MX Cat 88 Volante
A way-out-of-the-box cruising catamaran has no speed limit
Vlad Murnikov and I have been friends for many years. I met Vlad shortly after he set up shop in the U.S. following his 1989 Whitbread Round the World Race adventure on Fazisi, an 82-foot radical offshore racing machine. Vlad does not design “out of the box” because I’m not sure he even knows there is a box. Looking at the newest America’s Cup monohulls I can see elements of design that Vlad was proposing five years ago. So when Vlad sent me these images and said, “I have put my whole heart and soul into this design,” I quickly paid attention.
Obviously this is not a boat for everyone. The estimated cost is $12 million so that would eliminate me as a buyer. But we live in a world where technology is venerated by many and I can think of some people who would be very attracted to this vessel. I suppose you could call it a “cruising cat” but that may depend on your definition of “cruising.” I just look at the drawings and think of it as an amazing big catamaran.
As cats go this one is not very beamy. The L/B for the whole boat is only 2.7. But the L/B for an individual hull is 11. In the monohull world an L/B of 4 is considered very narrow. The bows are the wave-piercing type with a little flare at the deck edge to throw the spray aside. The D/L using the full displacement is 32.8666. I like that “666” part and I think this is the lowest D/L we have ever calculated here. With hulls this skinny and a D/L that low, I can’t even imagine what speeds you would get out of this boat but I’d consider 20 knots “loafing along.”
Curved foils are used to develop lift to reduce displacement and provide resistance to leeway. Fully deployed, the foils are capable of reducing the total displacement by 75%. But this is not a fully foiling hull. At max foil lift there would still be some hull left in the water. This will reduce the chance of pitchpoling. My wife really hates it when we are sailing along and all of a sudden we pitchpole. “You do that one more time!” The trunks for the foils are designed to allow adjustment of the foil to optimize the angle of incidence for either upwind or down. There is a very slight bulge in the hull sides to allow for this.
The client for this design did not want accommodations for a crowd. (My kind of guy.) There are staterooms for two couples with the owner’s stateroom taking up the entire port hull. There is both shower stall and bathtub in the port hull. To starboard there is another stateroom with adjoining head and shower. Forward of this there are accommodations for four crew with another head and shower.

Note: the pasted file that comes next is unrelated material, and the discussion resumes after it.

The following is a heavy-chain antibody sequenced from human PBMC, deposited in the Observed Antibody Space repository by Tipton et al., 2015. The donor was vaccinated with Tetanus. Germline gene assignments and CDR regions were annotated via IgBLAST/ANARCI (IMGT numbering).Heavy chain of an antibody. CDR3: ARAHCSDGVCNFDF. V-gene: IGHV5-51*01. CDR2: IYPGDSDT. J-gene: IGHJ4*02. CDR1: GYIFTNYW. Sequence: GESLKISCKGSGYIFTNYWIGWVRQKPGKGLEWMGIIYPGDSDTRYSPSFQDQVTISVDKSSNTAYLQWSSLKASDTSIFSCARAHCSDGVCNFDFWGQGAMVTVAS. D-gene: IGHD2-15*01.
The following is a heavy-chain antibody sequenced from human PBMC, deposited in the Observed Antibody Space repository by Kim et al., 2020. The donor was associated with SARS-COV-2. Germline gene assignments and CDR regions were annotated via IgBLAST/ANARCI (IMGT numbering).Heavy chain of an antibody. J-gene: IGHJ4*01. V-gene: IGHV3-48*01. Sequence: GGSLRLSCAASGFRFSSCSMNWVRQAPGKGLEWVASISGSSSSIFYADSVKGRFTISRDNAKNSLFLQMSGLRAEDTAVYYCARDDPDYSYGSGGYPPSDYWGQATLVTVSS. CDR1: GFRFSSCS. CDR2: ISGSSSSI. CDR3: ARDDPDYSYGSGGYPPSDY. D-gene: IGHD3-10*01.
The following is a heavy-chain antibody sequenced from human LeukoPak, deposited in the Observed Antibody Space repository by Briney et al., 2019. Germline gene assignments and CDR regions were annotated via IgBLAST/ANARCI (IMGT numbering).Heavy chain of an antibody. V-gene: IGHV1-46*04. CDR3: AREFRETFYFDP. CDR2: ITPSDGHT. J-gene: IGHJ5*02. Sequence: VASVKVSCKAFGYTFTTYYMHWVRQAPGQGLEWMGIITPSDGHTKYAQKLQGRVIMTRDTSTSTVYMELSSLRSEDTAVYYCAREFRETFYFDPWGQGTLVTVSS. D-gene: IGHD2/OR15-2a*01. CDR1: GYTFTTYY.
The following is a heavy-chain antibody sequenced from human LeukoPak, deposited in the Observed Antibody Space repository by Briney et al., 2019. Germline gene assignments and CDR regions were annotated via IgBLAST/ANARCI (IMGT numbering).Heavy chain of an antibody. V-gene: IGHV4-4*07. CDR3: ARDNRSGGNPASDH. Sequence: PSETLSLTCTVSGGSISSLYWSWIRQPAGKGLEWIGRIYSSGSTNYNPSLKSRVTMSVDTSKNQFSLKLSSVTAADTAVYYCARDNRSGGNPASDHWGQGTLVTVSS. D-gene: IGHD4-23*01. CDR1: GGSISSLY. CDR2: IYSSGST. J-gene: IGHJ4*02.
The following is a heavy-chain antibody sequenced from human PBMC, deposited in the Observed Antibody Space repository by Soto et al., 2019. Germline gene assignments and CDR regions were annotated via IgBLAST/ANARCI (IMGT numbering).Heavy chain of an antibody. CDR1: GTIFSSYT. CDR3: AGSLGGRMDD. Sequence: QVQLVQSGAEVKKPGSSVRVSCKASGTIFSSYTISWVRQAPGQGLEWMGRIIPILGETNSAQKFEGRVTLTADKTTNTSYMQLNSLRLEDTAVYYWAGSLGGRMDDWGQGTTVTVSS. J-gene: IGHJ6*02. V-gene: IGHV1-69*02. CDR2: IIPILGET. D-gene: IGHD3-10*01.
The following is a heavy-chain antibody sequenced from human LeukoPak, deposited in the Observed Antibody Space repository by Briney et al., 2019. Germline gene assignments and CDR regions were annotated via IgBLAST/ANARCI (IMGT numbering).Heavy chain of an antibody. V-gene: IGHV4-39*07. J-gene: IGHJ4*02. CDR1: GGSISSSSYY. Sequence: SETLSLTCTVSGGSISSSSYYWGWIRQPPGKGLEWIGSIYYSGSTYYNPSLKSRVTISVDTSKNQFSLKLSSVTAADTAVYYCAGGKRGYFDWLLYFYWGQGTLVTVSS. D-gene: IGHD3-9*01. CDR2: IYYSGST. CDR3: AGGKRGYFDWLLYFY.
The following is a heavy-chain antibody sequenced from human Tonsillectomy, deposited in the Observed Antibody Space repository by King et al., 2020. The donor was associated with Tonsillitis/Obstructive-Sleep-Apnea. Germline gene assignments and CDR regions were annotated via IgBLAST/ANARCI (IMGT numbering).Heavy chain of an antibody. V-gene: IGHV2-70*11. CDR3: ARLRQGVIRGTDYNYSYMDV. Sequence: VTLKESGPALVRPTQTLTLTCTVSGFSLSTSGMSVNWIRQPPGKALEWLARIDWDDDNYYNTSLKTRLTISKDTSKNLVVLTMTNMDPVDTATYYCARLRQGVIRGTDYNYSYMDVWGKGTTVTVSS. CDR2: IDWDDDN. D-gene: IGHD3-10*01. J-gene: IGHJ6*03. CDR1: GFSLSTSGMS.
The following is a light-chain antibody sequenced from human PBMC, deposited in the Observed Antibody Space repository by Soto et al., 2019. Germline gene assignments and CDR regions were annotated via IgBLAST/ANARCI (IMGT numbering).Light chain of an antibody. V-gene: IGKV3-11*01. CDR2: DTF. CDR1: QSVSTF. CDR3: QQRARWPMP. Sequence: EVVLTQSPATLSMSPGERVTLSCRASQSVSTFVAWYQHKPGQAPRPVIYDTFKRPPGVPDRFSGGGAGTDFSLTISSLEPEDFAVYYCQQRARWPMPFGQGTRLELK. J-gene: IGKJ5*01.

The saloon is huge! The galley is huge! You could dance a wild Mazurka in there. But the exciting part of the saloon is the double step-up command center. There are seats for observers and a pilot chair at an array of electronic nav and control gear that makes this look more like the cockpit of an airplane than a helm position on a boat. This is the only steering station although Vlad says he could work in a cockpit steering station on your boat if you like. The aft deck is an extension of the saloon and it is covered for sun and rain protection. You step down from this deck to a broad and deep boarding area.
The rig is two independent, two-part wing sails on unstayed rotating masts. There are several advantages to having twin masts. It gets the center of pressure down to reduce the heeling moment. It is a lighter rig than one, big single unstayed mast. The masts are stepped on each hull rather than on a connecting beam. This reduces the loads on the beam considerably and again reduces weight. The two-part wing sail features a rigid forward section and an aft section that can be lowered or reefed. Each sail will have independent controls. I wonder what life at the dock or the hook is like with masts like this. I don’t have that experience. I like doing 20 knots but not while anchored. I’m not sure SA/D as we calculate it is even relevant to this design but using the standard formula the SA/D is 35.54. With a number like that there will be no “light-air performance.” This boat will create its own apparent wind.
I don’t know what to say about the styling. Vlad likes low windage shapes. He has done just about everything in terms of shaping this structure to reduce windage. In a word it’s “sleek.” But it’s more than that. It’s also “playful.” It’s a good example of Vlad’s flare with the art of the design process.
Construction would be all carbon fiber infused over a foam core. Using pre-preg carbon (carbon fiber combined with heat activated epoxy) would further reduce weight but add very considerably to the build cost and complexity.
I can’t wait to see photos of this boat under sail.
LOA 88; Beam 31’5”; Draft boards up 4’, boards down 15’ 9”; Sail area 3,014 sq. ft.; Displ. 55,115 lbs.; Auxiliary twin 75-horsepower; L/B 2.7; D/L 32.7; SA/D 35.54; Fuel 105 gal; Water 105 gal.
Our best estimate of the sailaway price: $12 million